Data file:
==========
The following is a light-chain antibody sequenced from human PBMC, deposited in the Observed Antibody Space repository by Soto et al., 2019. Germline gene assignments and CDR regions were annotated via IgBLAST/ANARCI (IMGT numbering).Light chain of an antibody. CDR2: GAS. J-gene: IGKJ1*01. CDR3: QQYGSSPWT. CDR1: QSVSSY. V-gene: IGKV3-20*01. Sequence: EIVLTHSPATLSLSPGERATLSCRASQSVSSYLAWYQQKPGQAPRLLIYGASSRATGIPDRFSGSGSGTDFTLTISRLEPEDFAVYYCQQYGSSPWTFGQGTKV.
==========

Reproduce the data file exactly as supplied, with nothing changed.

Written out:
The following is a light-chain antibody sequenced from human PBMC, deposited in the Observed Antibody Space repository by Soto et al., 2019. Germline gene assignments and CDR regions were annotated via IgBLAST/ANARCI (IMGT numbering).Light chain of an antibody. CDR2: GAS. J-gene: IGKJ1*01. CDR3: QQYGSSPWT. CDR1: QSVSSY. V-gene: IGKV3-20*01. Sequence: EIVLTHSPATLSLSPGERATLSCRASQSVSSYLAWYQQKPGQAPRLLIYGASSRATGIPDRFSGSGSGTDFTLTISRLEPEDFAVYYCQQYGSSPWTFGQGTKV.